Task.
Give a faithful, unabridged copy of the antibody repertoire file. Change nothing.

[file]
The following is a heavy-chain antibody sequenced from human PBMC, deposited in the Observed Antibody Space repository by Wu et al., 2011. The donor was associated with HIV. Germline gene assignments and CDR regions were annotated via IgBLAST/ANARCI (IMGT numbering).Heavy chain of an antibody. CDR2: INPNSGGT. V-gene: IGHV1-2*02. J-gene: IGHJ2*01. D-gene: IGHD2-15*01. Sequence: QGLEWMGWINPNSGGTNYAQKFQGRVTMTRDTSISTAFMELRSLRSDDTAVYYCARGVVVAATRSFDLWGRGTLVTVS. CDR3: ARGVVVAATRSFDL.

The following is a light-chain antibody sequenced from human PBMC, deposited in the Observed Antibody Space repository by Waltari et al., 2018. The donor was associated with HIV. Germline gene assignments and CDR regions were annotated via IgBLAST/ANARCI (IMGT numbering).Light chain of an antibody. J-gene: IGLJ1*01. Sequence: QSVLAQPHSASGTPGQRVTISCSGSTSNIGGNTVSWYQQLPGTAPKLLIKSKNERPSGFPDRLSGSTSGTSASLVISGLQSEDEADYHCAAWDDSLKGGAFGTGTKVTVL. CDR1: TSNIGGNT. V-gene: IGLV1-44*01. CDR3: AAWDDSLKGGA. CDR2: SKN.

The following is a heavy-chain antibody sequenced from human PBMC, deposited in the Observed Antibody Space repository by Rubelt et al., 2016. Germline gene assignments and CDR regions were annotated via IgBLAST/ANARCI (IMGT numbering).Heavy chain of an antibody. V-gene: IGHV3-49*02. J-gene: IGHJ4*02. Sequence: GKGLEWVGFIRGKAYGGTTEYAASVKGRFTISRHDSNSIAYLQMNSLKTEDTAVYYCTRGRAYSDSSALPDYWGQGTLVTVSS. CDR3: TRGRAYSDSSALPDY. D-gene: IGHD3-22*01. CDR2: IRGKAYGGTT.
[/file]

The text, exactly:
The following is a heavy-chain antibody sequenced from human PBMC, deposited in the Observed Antibody Space repository by Wu et al., 2011. The donor was associated with HIV. Germline gene assignments and CDR regions were annotated via IgBLAST/ANARCI (IMGT numbering).Heavy chain of an antibody. CDR2: INPNSGGT. V-gene: IGHV1-2*02. J-gene: IGHJ2*01. D-gene: IGHD2-15*01. Sequence: QGLEWMGWINPNSGGTNYAQKFQGRVTMTRDTSISTAFMELRSLRSDDTAVYYCARGVVVAATRSFDLWGRGTLVTVS. CDR3: ARGVVVAATRSFDL.

The following is a light-chain antibody sequenced from human PBMC, deposited in the Observed Antibody Space repository by Waltari et al., 2018. The donor was associated with HIV. Germline gene assignments and CDR regions were annotated via IgBLAST/ANARCI (IMGT numbering).Light chain of an antibody. J-gene: IGLJ1*01. Sequence: QSVLAQPHSASGTPGQRVTISCSGSTSNIGGNTVSWYQQLPGTAPKLLIKSKNERPSGFPDRLSGSTSGTSASLVISGLQSEDEADYHCAAWDDSLKGGAFGTGTKVTVL. CDR1: TSNIGGNT. V-gene: IGLV1-44*01. CDR3: AAWDDSLKGGA. CDR2: SKN.

The following is a heavy-chain antibody sequenced from human PBMC, deposited in the Observed Antibody Space repository by Rubelt et al., 2016. Germline gene assignments and CDR regions were annotated via IgBLAST/ANARCI (IMGT numbering).Heavy chain of an antibody. V-gene: IGHV3-49*02. J-gene: IGHJ4*02. Sequence: GKGLEWVGFIRGKAYGGTTEYAASVKGRFTISRHDSNSIAYLQMNSLKTEDTAVYYCTRGRAYSDSSALPDYWGQGTLVTVSS. CDR3: TRGRAYSDSSALPDY. D-gene: IGHD3-22*01. CDR2: IRGKAYGGTT.